Clear messages in DC

Victoria Law Foundation Executive Director Joh Kirby writes from Clarity2012 in Washington DC, where she is presenting the findings of her Churchill Fellowship on best practice in community legal information.

Photo of Executive Director Joh Kirby in front of the Supreme Court in Washington

Executive Director Joh Kirby at the Supreme Court in Washington for the 2012 Clarity Conference

“Washington DC is a town that sends clear messages. Almost every government building sends a message. Stand under the portico of the US Supreme Court and you will see inscribed into it the words Equal Justice Under Law. It pretty much sums up the work of the court. Perhaps it is no surprise then that Clarity2012, a conference on plain language in the law, is being held here.

Scratch a little deeper and read some US legislation and you might have the opposite response. US government communications have often been criticised as being too long, complicated and formal. The government itself recognised this in 2010 by passing the Plain Writing Act. The Act requires all government communications (not legislation) to be written in plain language. The definition of plain language in the Act is writing that is clear, concise, well-organised, and follows other best practices appropriate to the subject or field and intended audience (section 3).

The Act is a huge step for any country particularly one as large and complicated as the US. It shows a commitment to its citizens for open and transparent government. But an Act such as this does not come without challenges. On the first day of the conference we heard from a number of organisations facing the practical issues of its implementation.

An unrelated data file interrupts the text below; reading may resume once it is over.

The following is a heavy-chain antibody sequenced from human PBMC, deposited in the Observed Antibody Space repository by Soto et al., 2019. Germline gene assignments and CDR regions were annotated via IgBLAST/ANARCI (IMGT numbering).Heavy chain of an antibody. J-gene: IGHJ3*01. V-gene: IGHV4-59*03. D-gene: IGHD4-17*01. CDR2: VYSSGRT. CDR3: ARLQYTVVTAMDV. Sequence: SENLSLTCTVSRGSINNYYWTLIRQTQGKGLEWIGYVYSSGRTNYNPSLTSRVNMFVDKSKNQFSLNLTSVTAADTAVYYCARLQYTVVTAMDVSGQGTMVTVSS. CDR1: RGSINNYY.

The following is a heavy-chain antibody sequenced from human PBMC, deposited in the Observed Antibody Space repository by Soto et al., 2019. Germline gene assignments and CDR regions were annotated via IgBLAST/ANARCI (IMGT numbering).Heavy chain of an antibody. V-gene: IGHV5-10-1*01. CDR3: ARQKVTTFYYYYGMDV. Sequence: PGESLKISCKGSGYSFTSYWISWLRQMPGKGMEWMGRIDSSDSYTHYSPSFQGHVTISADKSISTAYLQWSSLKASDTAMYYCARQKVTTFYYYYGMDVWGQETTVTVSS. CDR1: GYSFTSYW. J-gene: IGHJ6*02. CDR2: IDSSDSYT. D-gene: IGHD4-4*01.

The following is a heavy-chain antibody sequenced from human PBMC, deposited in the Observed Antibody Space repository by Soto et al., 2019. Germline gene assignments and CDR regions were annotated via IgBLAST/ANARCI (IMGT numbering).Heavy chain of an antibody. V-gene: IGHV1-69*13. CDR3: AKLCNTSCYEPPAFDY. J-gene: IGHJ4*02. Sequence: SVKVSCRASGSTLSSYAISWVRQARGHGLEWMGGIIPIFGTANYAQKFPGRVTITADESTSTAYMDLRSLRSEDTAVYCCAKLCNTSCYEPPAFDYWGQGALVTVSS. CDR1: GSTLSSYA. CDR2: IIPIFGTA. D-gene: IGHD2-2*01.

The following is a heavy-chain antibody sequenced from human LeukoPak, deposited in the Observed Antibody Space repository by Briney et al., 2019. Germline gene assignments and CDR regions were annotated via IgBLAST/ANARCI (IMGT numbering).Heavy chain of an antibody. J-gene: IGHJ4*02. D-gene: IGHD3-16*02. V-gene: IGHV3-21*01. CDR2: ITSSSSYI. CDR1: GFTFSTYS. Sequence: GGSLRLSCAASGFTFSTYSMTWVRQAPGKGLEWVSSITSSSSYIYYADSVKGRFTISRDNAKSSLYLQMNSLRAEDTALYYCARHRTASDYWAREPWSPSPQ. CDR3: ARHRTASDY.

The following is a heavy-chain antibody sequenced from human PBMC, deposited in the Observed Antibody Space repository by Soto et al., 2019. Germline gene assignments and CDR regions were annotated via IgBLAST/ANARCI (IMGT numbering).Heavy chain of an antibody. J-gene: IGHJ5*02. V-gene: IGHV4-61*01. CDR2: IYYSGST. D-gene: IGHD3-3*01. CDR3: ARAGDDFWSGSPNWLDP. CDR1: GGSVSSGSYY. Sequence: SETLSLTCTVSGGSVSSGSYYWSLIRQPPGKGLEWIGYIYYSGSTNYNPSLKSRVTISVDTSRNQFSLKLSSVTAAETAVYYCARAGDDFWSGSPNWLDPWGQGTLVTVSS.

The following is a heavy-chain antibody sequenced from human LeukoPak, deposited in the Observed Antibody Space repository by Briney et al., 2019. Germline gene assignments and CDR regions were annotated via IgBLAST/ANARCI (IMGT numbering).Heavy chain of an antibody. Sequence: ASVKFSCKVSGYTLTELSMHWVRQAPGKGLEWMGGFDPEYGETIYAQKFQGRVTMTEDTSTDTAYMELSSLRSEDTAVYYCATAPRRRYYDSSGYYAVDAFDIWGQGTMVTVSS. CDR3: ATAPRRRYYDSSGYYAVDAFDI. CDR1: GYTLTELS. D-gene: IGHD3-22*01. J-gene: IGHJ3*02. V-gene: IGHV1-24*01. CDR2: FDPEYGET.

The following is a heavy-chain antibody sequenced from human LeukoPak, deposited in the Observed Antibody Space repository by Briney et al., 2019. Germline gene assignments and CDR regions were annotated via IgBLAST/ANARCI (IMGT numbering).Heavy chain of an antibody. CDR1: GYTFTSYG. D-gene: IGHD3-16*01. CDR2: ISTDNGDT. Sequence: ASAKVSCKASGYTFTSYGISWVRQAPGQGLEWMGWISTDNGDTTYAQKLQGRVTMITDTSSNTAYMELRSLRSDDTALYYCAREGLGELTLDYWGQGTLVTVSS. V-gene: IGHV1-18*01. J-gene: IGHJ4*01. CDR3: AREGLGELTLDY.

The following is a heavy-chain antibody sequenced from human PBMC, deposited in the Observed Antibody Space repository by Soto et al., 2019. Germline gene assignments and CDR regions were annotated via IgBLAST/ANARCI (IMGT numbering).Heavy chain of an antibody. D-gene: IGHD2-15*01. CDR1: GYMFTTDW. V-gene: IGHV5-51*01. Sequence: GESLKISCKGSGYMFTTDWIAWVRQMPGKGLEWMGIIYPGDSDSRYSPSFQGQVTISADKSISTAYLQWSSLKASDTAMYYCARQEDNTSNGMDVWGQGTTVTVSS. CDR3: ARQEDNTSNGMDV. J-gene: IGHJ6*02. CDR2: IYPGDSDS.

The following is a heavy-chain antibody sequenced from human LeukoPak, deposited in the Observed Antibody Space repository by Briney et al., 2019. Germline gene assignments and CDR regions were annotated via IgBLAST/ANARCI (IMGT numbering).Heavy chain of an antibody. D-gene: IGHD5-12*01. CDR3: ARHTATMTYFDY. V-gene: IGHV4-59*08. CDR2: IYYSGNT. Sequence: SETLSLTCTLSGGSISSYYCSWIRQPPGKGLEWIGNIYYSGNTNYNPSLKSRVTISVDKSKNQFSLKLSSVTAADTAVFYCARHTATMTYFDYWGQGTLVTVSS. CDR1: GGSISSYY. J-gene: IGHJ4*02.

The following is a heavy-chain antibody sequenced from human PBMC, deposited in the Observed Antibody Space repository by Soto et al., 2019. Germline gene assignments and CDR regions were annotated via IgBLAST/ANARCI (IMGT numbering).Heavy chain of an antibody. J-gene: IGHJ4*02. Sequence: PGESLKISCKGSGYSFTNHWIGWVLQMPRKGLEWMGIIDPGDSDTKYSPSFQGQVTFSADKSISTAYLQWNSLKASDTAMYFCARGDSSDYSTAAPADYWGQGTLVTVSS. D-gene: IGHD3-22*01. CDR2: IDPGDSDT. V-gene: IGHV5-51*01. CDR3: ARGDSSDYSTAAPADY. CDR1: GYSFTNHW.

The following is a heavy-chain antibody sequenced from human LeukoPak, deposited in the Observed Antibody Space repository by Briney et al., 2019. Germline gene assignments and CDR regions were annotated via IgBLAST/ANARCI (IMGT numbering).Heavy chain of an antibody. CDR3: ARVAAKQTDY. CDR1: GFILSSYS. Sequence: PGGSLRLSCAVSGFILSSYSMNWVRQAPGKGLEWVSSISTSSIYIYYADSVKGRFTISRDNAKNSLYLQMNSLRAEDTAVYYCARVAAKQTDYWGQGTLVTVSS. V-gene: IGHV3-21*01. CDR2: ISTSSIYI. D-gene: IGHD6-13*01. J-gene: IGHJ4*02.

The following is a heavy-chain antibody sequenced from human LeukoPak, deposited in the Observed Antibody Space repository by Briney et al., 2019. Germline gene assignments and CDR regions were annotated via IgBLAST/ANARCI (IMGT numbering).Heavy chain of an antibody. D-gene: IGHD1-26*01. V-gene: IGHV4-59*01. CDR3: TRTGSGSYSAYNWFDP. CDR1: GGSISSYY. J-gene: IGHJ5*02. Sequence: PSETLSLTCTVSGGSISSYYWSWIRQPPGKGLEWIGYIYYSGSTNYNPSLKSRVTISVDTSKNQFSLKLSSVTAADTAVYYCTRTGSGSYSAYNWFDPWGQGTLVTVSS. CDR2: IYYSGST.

The size of the challenge is phenomenal. Just think of the US Internal Revenue Service, for example. They collect over $2.4 trillion in taxes and deal with 141 million personal tax returns each year. So far they have redesigned 72% of their 1000 forms. But they can already see how this has made significant savings for the organisation through greater compliance and less queries. They now view plain language as good business sense.

One of the requirements of the legislation is that staff be trained in plain language. Organisations like the Internal Revenue Service employ tens of thousands of people. Many have taken significant steps to meet this aim, often with humour and imagination. Information raising campaigns, competitions, webinars and videos have all been used to reach staff and keep the message on track.

A video on bullets was launched at the conference.

But this badge has so far been one of the hottest items at the conference. It was used to promote one of the organisations plain language programs.

No plain no gain badge

This badge is one of the hottest items at Clarity2012

The effectiveness of the Act will only really be proven over time. But, at the moment it is all looking positive.

(And just for the record you might be amused to know that the inscription on the US Supreme Court was drafted by the architect – the phrase fitted and looked good!)”

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